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C and C++ could have non_nullable pointers, easily

C and C++ could have non_nullable pointers, easily

Posted Aug 21, 2009 7:54 UTC (Fri) by farnz (subscriber, #17727)
In reply to: C and C++ could have non_nullable pointers, easily by nix
Parent article: Null pointers, one month later

It's also impossible to verify the C type system; this doesn't stop compilers from running. The trick is to go for a conservative assessment; you're not interested in the choices "will sometimes be null/will never be null", you're interested in "might or might not be null/will never be null". The second is tractable; imagine an "ifnull( <ptrexpression> ) { null-block } else { <ptrexpression is now nonnull> nonnull-block }". By requiring you to use ifnull to convert nullable pointers to nonnull pointers whenever you might encounter them, the compiler can force you to decide how you're going to handle unexpected nulls.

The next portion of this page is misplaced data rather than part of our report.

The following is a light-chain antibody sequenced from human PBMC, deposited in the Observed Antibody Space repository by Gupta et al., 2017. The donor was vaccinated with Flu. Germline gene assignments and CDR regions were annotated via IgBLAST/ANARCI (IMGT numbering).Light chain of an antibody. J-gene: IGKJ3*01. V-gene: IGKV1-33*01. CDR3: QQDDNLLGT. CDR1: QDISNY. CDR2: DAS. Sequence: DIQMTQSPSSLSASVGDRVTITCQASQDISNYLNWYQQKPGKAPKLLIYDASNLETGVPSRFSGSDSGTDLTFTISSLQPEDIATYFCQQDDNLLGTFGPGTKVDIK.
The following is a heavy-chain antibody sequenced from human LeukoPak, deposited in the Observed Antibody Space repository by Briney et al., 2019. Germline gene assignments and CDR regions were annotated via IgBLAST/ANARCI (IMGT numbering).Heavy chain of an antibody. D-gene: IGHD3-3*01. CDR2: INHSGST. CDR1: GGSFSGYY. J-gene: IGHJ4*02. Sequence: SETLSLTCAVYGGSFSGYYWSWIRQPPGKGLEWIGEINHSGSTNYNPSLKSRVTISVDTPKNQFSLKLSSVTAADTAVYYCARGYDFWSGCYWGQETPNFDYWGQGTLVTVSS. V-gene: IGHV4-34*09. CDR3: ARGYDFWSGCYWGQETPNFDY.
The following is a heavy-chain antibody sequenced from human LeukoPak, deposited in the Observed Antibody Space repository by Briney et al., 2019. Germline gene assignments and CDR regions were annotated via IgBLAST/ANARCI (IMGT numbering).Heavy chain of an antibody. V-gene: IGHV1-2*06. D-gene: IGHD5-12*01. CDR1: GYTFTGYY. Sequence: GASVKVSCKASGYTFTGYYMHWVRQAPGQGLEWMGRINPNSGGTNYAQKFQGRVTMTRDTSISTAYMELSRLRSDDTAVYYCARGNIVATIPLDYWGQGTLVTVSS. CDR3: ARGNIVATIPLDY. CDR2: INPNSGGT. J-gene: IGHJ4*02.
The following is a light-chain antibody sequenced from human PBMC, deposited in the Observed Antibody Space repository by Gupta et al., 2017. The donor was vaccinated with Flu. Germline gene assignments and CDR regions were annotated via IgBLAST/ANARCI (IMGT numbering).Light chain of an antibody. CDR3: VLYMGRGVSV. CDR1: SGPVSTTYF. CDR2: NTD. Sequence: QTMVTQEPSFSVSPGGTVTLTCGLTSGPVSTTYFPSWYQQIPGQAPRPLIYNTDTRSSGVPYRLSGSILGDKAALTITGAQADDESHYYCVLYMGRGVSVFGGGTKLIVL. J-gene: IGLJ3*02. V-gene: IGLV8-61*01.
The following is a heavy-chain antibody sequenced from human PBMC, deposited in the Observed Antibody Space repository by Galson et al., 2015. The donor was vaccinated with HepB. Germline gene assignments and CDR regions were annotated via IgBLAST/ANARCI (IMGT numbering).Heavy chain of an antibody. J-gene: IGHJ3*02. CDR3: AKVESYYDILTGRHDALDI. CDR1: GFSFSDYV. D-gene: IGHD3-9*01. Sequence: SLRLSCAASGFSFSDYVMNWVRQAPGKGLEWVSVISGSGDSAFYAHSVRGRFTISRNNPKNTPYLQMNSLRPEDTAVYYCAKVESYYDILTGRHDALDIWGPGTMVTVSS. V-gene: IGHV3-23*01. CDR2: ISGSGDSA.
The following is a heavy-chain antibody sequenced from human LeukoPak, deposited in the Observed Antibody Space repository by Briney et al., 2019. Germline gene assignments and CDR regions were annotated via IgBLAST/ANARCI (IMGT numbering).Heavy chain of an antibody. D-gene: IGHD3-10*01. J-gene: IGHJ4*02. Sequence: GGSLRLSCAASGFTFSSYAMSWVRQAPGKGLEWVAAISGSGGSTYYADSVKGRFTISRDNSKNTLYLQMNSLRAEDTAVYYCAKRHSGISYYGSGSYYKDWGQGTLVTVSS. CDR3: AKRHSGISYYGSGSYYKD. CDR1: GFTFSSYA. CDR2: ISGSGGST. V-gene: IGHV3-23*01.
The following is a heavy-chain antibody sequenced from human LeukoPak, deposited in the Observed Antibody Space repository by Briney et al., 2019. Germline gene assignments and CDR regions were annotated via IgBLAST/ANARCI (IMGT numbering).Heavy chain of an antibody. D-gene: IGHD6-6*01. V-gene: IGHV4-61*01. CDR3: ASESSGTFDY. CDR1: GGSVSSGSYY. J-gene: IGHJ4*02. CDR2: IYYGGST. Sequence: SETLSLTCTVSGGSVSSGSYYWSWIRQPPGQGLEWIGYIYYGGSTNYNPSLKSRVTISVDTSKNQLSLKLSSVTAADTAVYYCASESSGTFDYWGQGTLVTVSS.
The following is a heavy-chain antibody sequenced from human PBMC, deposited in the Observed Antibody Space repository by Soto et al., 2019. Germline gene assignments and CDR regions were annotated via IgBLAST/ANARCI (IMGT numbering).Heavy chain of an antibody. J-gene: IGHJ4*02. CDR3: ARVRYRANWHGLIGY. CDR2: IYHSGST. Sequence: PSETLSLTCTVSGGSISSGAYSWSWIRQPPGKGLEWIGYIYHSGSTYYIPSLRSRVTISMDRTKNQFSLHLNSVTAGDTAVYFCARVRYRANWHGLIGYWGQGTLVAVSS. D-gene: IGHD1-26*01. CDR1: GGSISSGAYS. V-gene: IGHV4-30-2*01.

Whenever the compiler isn't sure that a pointer is nonnull, it gives a compile-time error message. So, examples:

int func1( int *pointer )
{
    return *pointer; // Compile error here - cannot deference a nullable
}

int func2( int * nonnull pointer )
{
    return *pointer; // OK
}

int func3( int * pointer )
{
    return func2( pointer ); // Compile error here - even if pointer is
actually non-null.
}

int func4( int * pointer )
{
    ifnull( pointer )
        return 0;
    else
        return func3( pointer ); // OK, but func3 still won't compile, as
other callers might use a null pointer.
}

int func5( int * pointer )
{
    ifnull( pointer )
        return 0;
    else
        return func2( pointer ); // OK
}

This forces you to handle nulls sanely at some point, or fail to compile and link properly. Practical code handles nullness at boundary points, and then passes nonnull pointers around the place, to code which can assume that they're not null.


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